United States District Court, N.D. Iowa, Eastern Division
CARL E. WATERS, Plaintiff,
NANCY A. BERRYHILL,  Acting Commissioner of Social Security, Defendant.
REPORT AND RECOMMENDATION
K.E. Mahoney, United States Magistrate Judge
Carl Waters seeks judicial review of a final decision of the
Commissioner of Social Security (the Commissioner) denying
his applications for disability insurance (DI) benefits under
Title II of the Social Security Act, 42 U.S.C. §§
401-434, and supplemental security income (SSI) benefits
under Title XVI of the Social Security Act, 42 U.S.C.
§§ 1381-1385. Waters argues that the administrative
law judge (ALJ), Eric S. Basse, erred in evaluating whether
his impairments met or equaled Listing 4.02 and in
discounting some of his subjective complaints when
determining his residual functioning capacity (RFC). I
recommend affirming the ALJ's decision.
suffers from cardiac problems, obesity, and diabetes. AR
Because he takes his diabetes medications only some of the
time due to financial restraints, he also suffers from nerve
damage in his hands and feet-called peripheral
neuropathy-that causes tingling and numbness. AR 11, 14,
40-41, 71, 479-80.
filed applications for DI and SSI benefits in March 2012,
alleging disability beginning on June 20, 2010. AR 66, 76.
After both applications were denied initially and on
reconsideration, Waters requested a hearing before an ALJ. AR
65-93, 114. The ALJ held a video hearing on October 29, 2014,
at which Waters and a vocational expert testified. AR 22-23.
Waters testified that he has no problems with sitting, but he
can walk only for a few minutes before he needs a break due
to fatigue and shortness of breath. AR 28, 32, 41-42. He
walks his dog every day for thirty minutes but testified that
he must stop and rest four or five times during the course of
the walk. AR 28, 41. He testified that almost all activities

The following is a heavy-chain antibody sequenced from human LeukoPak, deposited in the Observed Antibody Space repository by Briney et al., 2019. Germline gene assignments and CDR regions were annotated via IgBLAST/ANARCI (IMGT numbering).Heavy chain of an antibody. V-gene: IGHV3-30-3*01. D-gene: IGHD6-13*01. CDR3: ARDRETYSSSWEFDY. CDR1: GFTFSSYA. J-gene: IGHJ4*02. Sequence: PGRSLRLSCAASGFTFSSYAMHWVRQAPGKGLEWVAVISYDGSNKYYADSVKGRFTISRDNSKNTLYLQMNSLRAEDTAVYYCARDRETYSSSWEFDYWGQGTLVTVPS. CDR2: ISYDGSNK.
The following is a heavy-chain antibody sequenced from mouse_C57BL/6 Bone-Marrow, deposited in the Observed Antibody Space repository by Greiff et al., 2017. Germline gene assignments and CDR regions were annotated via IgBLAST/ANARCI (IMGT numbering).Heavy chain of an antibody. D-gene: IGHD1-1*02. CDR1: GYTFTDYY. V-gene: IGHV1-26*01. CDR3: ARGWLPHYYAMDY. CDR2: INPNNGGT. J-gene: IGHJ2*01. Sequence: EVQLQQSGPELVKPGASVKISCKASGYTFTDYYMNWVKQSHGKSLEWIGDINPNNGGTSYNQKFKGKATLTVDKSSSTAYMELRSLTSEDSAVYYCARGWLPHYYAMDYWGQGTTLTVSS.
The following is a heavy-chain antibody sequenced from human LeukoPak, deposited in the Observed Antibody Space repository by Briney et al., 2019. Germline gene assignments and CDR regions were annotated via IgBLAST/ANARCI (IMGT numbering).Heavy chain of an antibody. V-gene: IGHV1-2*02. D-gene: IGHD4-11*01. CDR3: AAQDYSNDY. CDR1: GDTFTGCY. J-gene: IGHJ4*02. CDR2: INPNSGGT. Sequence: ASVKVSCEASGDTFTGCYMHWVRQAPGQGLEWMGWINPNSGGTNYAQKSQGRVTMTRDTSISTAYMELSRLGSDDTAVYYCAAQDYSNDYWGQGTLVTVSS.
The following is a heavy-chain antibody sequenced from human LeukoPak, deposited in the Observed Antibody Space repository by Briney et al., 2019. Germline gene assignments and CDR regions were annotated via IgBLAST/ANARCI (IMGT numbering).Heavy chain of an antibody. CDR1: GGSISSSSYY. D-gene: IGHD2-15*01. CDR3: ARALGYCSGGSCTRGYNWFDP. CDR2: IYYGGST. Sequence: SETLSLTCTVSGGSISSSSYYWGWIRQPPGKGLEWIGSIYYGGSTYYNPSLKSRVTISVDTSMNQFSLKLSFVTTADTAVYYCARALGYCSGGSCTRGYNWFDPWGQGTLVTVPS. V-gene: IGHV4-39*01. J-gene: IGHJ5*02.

make him feel fatigued, including lifting things, climbing
stairs, and bending over. AR 28. He is able to do housework
such as dishes, laundry, and dusting, but he testified that
he paces himself and works for a few minutes at a time. AR
32. Waters is able to shop at small convenience stores. AR
37-38. He testified that he has a breathing machine that he
uses when he feels short of breath (usually at least once a
day), and treatment takes seven to ten minutes. AR 39-40.
Waters testified that the numbness and tingling in his
fingers and feet make it difficult to lift things and to
stand. AR 42-43. Waters estimated that he uses the computer
for an hour every day, usually reading things on social
media. AR 48-49.
the hearing, the ALJ issued a written opinion following the
familiar five-step process outlined in the regulations to
determine whether Waters was disabled. AR 9-17. The ALJ
found that Waters's impairments did not meet or equal the
listing for chronic heart failure, Listing 4.02. AR 12. To
evaluate whether Waters could perform his past work or other
work, the ALJ determined Waters's RFC, or
“‘what the claimant can still do' despite his
or her physical or mental limitations.” Lewis v.
Barnhart, 353 F.3d 642, 646 (8th Cir. 2003) (quoting
Bradshaw v. Heckler, 810 F.2d 786, 790 (8th Cir.
1987)). The ALJ found that Waters can occasionally climb,
balance, stoop, kneel, crouch, crawl, and lift things
weighing no more than ten pounds. AR 12 (finding that Waters
can perform sedentary work with some exceptions); 20 C.F.R.